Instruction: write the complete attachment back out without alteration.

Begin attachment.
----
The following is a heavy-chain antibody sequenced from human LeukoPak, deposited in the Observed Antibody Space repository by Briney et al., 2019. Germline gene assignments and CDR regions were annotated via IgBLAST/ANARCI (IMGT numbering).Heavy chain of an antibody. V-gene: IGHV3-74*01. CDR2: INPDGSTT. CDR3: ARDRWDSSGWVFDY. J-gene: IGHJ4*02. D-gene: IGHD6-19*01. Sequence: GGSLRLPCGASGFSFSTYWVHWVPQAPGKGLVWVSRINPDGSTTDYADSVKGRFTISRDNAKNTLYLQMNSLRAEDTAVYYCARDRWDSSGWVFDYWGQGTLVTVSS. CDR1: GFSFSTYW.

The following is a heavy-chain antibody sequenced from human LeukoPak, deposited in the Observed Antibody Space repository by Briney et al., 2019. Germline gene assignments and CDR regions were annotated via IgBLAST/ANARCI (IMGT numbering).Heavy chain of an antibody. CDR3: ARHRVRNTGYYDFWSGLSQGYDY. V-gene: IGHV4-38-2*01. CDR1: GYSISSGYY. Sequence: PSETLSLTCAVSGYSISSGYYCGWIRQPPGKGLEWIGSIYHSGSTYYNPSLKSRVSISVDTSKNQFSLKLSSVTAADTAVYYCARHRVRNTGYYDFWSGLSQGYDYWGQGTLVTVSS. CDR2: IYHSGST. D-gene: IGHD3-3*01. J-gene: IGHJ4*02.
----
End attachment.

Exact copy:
The following is a heavy-chain antibody sequenced from human LeukoPak, deposited in the Observed Antibody Space repository by Briney et al., 2019. Germline gene assignments and CDR regions were annotated via IgBLAST/ANARCI (IMGT numbering).Heavy chain of an antibody. V-gene: IGHV3-74*01. CDR2: INPDGSTT. CDR3: ARDRWDSSGWVFDY. J-gene: IGHJ4*02. D-gene: IGHD6-19*01. Sequence: GGSLRLPCGASGFSFSTYWVHWVPQAPGKGLVWVSRINPDGSTTDYADSVKGRFTISRDNAKNTLYLQMNSLRAEDTAVYYCARDRWDSSGWVFDYWGQGTLVTVSS. CDR1: GFSFSTYW.

The following is a heavy-chain antibody sequenced from human LeukoPak, deposited in the Observed Antibody Space repository by Briney et al., 2019. Germline gene assignments and CDR regions were annotated via IgBLAST/ANARCI (IMGT numbering).Heavy chain of an antibody. CDR3: ARHRVRNTGYYDFWSGLSQGYDY. V-gene: IGHV4-38-2*01. CDR1: GYSISSGYY. Sequence: PSETLSLTCAVSGYSISSGYYCGWIRQPPGKGLEWIGSIYHSGSTYYNPSLKSRVSISVDTSKNQFSLKLSSVTAADTAVYYCARHRVRNTGYYDFWSGLSQGYDYWGQGTLVTVSS. CDR2: IYHSGST. D-gene: IGHD3-3*01. J-gene: IGHJ4*02.